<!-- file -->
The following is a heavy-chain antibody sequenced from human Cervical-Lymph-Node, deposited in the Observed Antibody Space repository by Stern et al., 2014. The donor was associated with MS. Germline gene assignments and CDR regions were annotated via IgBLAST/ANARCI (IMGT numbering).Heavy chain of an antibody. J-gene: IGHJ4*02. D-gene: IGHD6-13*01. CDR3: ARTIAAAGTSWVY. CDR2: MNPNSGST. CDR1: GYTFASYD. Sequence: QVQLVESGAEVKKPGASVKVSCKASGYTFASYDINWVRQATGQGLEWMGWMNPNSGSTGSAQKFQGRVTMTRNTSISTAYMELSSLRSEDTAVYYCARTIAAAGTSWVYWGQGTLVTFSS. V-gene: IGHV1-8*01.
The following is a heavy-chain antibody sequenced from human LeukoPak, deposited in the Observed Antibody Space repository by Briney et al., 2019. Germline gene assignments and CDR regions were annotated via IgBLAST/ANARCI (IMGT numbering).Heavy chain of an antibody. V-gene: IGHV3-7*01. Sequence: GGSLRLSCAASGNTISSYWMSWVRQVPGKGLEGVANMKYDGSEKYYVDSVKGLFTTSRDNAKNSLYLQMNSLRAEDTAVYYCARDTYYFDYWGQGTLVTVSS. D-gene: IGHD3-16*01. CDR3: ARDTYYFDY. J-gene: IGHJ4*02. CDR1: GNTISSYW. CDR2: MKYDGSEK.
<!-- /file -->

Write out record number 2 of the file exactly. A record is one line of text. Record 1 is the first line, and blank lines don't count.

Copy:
The following is a heavy-chain antibody sequenced from human LeukoPak, deposited in the Observed Antibody Space repository by Briney et al., 2019. Germline gene assignments and CDR regions were annotated via IgBLAST/ANARCI (IMGT numbering).Heavy chain of an antibody. V-gene: IGHV3-7*01. Sequence: GGSLRLSCAASGNTISSYWMSWVRQVPGKGLEGVANMKYDGSEKYYVDSVKGLFTTSRDNAKNSLYLQMNSLRAEDTAVYYCARDTYYFDYWGQGTLVTVSS. D-gene: IGHD3-16*01. CDR3: ARDTYYFDY. J-gene: IGHJ4*02. CDR1: GNTISSYW. CDR2: MKYDGSEK.